The Nigerian Border Closure: An Explainer

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The Comptroller-General, Nigerian Customs Service, retried Col. Hameed Ali has confirmed that import and export of goods from land borders in Nigeria remain partially banned until an agreement is made with neighbouring countries on the kind of goods that can enter and exit Nigeria. He made this confirmation on Monday in Abuja during a joint press briefing on joint boarder patrol codenamed  EX-SWIFT RESPONSE.

 

What happened?

The Muhammad Buhari led administration called for the closure of the Nigeria-Benin borders in August as a way of promoting the growth of the Nigerian economy and ensure that the country attained food self-sufficiency in the rice value chain and also to enable the security agencies scan the goods entering the country to ensure the good health of citizens. The government’s main focus, though,  is to curb the smuggling of goods especially rice.

To that effect, a joint patrol codename EX-SWIFT RESPONSE was set up. The joint border patrol  is coordinated by the Office of the National Security Adviser (ONSA) comprising the Nigerian Police Force, Nigerian Customs Service (NCS), Nigerian Immigration Service (NIS), the Nigerian Armed Forces and other security agencies to address trans-boarder security issues.

Will this decision favour the masses?

The costs of border closure actually outweighs the benefits to the economy as we are heavily dependent on imported goods.There are people who regularly ply the roads linking Nigeria and Benin Republic in their normal course of business. The types of business that take place across the Nigeria-Benin border comprise mainly local manufacturers who serve the markets of the West African sub-region and use land transport to access these markets. Also, there are a number of petty traders who transact in perishable consumer items such as tomatoes, poultry products, rice amongst other things across these borders.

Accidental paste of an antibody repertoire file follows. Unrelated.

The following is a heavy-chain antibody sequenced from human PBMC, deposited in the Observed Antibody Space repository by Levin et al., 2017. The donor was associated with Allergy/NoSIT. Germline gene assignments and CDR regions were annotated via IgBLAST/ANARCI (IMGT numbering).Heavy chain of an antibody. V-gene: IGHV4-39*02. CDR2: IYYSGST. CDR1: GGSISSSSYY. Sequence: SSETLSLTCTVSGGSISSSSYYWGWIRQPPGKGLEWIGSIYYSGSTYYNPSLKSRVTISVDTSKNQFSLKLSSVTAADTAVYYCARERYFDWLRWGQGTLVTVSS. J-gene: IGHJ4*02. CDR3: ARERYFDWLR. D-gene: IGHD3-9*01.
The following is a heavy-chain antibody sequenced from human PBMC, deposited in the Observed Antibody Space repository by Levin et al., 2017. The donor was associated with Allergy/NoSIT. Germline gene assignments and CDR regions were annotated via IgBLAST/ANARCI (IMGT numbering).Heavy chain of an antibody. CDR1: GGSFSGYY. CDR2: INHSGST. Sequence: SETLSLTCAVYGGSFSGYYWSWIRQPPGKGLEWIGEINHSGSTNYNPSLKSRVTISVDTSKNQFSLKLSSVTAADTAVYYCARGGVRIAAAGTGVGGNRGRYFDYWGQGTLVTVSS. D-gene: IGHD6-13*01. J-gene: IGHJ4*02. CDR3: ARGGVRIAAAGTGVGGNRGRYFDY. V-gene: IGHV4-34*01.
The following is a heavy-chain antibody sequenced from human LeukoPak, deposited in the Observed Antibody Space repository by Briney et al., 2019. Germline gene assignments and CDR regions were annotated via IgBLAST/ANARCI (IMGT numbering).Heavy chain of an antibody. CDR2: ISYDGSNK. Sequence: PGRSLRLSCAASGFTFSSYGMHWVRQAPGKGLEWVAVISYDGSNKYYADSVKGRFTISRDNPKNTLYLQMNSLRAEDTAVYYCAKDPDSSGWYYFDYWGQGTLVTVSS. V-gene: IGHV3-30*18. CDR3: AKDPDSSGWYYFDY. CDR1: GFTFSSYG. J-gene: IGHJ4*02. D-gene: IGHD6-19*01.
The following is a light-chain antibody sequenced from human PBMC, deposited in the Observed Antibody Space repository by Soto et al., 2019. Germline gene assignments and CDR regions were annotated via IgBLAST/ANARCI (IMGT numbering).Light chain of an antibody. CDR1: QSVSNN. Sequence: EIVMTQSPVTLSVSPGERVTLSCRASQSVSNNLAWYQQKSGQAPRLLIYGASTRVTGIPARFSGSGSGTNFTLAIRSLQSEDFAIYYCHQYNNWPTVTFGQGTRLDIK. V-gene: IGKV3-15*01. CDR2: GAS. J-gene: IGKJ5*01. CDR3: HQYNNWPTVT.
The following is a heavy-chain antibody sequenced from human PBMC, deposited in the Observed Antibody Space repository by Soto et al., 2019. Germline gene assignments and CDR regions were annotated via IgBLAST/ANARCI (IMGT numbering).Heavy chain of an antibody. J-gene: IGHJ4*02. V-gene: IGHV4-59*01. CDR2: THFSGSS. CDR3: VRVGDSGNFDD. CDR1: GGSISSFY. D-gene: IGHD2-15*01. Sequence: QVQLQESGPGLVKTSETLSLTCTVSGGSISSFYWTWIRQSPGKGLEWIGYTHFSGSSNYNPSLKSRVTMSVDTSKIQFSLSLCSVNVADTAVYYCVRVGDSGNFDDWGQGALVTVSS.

The losses to the petty traders and manufacturers that ply the route is estimated by some to be in the region of billions of naira. Aside from the perishable commodities and potential loss of capital, it’s also likely to lead to a decline in patronage for those in the farming chain of supply.

Closing the border especially as the festive period approaches is likely to cause a hike in the price of rice and as people will seek ways of short circuiting the process potentially leading to a decline in revenue generation. Also, Nigeria is choked off from supplies until the next harvest by local farmers and that means food scarcity is likely till harvest.

So the answer is no, it won’t favour the poor masses whose daily source of livelihood is threatened and who can, in a thriving economy, not afford square meals, more so in the face of an impending economic crisis.

The Federal Government also breached the rights of citizens to movement and international trade but in the government’s defense, Col. Ali channeled troubling rhetoric indicating a lack of respect for rule of law saying;

When it comes to security, all laws take back a seat. We want to protect our nation, we want to make sure that our people are protected. You must be alive and well for you to begin to ask for your rights. Your rights come when you are well and alive. Go and ask the people in Maiduguri when Boko Haram was harassing their lives, the only question was survival, there is no question of right. This time Nigeria must survive first then before we begin to ask for our rights.

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